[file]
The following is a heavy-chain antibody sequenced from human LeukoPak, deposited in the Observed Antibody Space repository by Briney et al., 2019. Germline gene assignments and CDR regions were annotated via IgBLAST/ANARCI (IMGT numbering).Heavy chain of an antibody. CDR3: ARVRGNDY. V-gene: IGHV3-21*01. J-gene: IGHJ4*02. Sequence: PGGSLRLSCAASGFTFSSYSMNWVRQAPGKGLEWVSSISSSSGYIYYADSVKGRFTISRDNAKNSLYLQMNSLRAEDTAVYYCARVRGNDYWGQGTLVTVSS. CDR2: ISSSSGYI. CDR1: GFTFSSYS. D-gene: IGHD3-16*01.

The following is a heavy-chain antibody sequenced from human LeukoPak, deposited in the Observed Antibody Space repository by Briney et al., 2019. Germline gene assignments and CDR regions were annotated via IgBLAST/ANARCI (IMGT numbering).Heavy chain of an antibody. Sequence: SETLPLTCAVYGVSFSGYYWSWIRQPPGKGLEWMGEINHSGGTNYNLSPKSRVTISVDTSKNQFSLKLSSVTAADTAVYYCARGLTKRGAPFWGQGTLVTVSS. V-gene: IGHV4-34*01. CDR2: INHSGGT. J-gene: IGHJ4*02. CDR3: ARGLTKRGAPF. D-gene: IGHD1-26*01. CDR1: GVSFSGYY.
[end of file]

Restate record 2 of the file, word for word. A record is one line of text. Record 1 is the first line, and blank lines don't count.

The following is a heavy-chain antibody sequenced from human LeukoPak, deposited in the Observed Antibody Space repository by Briney et al., 2019. Germline gene assignments and CDR regions were annotated via IgBLAST/ANARCI (IMGT numbering).Heavy chain of an antibody. Sequence: SETLPLTCAVYGVSFSGYYWSWIRQPPGKGLEWMGEINHSGGTNYNLSPKSRVTISVDTSKNQFSLKLSSVTAADTAVYYCARGLTKRGAPFWGQGTLVTVSS. V-gene: IGHV4-34*01. CDR2: INHSGGT. J-gene: IGHJ4*02. CDR3: ARGLTKRGAPF. D-gene: IGHD1-26*01. CDR1: GVSFSGYY.